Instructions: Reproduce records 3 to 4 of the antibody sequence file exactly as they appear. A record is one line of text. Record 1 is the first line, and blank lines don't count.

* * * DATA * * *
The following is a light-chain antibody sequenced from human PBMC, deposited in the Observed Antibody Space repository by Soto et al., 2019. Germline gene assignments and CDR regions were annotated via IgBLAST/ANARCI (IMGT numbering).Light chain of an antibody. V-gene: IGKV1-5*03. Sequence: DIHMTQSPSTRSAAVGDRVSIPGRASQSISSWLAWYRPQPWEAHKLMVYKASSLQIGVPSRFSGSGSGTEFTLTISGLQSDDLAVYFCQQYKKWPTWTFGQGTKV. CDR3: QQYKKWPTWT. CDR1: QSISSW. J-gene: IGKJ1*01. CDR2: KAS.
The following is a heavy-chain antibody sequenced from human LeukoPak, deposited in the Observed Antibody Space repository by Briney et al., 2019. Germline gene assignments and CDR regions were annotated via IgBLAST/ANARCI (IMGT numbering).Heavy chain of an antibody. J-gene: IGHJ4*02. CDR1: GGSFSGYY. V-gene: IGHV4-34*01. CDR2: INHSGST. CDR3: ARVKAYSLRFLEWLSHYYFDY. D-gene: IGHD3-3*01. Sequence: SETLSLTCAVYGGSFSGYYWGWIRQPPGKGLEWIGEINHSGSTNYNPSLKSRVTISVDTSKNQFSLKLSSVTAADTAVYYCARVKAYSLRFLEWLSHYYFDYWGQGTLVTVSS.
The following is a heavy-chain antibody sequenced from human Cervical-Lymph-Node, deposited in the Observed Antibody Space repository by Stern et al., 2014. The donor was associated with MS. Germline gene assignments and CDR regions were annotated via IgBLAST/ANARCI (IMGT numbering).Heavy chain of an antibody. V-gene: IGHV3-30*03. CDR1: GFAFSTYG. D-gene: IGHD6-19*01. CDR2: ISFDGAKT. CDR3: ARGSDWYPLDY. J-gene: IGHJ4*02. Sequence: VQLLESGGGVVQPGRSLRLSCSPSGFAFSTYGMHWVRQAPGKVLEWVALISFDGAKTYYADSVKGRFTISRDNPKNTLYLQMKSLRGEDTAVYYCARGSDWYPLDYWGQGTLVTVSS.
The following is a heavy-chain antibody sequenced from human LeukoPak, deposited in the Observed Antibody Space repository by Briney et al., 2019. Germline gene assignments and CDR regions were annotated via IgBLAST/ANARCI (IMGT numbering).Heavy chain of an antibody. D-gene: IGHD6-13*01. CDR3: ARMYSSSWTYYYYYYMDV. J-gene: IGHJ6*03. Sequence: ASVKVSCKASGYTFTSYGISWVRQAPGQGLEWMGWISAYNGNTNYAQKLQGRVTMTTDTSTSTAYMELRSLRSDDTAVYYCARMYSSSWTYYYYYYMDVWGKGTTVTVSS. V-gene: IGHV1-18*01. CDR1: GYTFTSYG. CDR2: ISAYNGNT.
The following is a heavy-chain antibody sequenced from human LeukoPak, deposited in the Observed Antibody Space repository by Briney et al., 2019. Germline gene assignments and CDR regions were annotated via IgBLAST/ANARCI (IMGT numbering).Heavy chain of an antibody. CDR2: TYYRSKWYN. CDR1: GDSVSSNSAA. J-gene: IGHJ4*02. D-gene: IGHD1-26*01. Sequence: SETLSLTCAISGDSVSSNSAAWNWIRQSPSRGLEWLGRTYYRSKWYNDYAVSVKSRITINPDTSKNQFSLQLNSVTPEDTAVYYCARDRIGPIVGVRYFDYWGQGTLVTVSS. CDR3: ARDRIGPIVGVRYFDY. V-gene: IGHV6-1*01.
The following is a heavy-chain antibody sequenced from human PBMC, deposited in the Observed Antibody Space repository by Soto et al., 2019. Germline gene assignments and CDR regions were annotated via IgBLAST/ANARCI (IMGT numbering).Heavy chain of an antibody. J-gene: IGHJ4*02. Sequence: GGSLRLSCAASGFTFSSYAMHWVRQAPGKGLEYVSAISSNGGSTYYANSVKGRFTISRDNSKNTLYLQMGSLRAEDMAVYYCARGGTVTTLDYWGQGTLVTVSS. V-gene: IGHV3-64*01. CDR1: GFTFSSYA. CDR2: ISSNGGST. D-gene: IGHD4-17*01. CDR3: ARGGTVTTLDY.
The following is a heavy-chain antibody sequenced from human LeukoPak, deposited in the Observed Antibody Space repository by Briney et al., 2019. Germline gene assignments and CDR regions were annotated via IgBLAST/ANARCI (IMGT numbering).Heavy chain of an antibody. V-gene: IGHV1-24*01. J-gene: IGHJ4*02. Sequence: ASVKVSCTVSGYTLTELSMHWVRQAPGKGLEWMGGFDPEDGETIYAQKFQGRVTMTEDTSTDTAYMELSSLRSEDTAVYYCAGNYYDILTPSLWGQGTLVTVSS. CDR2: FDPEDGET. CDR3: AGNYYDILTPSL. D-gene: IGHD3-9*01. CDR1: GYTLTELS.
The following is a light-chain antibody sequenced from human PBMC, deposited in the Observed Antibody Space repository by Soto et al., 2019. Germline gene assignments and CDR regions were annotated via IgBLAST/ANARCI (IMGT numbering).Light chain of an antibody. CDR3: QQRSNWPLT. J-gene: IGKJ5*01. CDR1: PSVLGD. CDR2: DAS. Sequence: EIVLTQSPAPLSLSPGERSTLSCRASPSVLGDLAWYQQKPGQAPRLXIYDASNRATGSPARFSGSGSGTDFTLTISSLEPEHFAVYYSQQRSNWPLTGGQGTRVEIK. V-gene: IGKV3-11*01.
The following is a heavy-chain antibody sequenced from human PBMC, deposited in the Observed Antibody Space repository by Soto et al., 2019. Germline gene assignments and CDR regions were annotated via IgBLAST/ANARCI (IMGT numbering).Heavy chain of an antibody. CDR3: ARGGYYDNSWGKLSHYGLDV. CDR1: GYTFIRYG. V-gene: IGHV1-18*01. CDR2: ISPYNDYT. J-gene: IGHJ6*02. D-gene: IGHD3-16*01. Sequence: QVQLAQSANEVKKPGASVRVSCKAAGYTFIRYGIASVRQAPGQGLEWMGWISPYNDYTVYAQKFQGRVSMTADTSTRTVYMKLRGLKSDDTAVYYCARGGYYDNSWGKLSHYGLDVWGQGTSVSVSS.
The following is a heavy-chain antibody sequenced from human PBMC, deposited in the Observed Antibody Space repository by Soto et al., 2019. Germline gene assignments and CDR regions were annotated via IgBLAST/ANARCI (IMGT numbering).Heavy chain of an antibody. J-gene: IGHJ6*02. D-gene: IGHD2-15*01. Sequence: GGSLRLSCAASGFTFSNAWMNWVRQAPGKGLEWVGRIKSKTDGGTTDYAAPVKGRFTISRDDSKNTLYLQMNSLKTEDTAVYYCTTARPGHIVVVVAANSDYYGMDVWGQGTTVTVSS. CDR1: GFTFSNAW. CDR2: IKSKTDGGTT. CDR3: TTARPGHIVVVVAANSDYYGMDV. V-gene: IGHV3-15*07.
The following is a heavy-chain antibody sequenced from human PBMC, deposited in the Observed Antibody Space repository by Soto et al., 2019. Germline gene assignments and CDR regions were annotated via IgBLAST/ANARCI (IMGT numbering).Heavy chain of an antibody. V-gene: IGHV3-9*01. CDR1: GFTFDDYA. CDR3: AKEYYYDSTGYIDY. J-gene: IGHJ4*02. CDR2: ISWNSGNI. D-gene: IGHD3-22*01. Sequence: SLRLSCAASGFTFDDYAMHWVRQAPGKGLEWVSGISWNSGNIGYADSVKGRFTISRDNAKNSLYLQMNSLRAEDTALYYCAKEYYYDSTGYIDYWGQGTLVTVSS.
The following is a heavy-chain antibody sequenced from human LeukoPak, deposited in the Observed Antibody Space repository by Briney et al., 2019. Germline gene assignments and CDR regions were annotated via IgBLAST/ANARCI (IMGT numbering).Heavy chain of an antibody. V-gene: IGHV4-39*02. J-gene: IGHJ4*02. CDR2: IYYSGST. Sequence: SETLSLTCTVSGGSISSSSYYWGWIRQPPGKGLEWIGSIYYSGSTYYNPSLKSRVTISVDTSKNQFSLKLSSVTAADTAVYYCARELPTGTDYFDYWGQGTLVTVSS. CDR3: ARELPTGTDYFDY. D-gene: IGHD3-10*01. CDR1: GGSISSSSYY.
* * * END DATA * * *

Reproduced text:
The following is a heavy-chain antibody sequenced from human Cervical-Lymph-Node, deposited in the Observed Antibody Space repository by Stern et al., 2014. The donor was associated with MS. Germline gene assignments and CDR regions were annotated via IgBLAST/ANARCI (IMGT numbering).Heavy chain of an antibody. V-gene: IGHV3-30*03. CDR1: GFAFSTYG. D-gene: IGHD6-19*01. CDR2: ISFDGAKT. CDR3: ARGSDWYPLDY. J-gene: IGHJ4*02. Sequence: VQLLESGGGVVQPGRSLRLSCSPSGFAFSTYGMHWVRQAPGKVLEWVALISFDGAKTYYADSVKGRFTISRDNPKNTLYLQMKSLRGEDTAVYYCARGSDWYPLDYWGQGTLVTVSS.
The following is a heavy-chain antibody sequenced from human LeukoPak, deposited in the Observed Antibody Space repository by Briney et al., 2019. Germline gene assignments and CDR regions were annotated via IgBLAST/ANARCI (IMGT numbering).Heavy chain of an antibody. D-gene: IGHD6-13*01. CDR3: ARMYSSSWTYYYYYYMDV. J-gene: IGHJ6*03. Sequence: ASVKVSCKASGYTFTSYGISWVRQAPGQGLEWMGWISAYNGNTNYAQKLQGRVTMTTDTSTSTAYMELRSLRSDDTAVYYCARMYSSSWTYYYYYYMDVWGKGTTVTVSS. V-gene: IGHV1-18*01. CDR1: GYTFTSYG. CDR2: ISAYNGNT.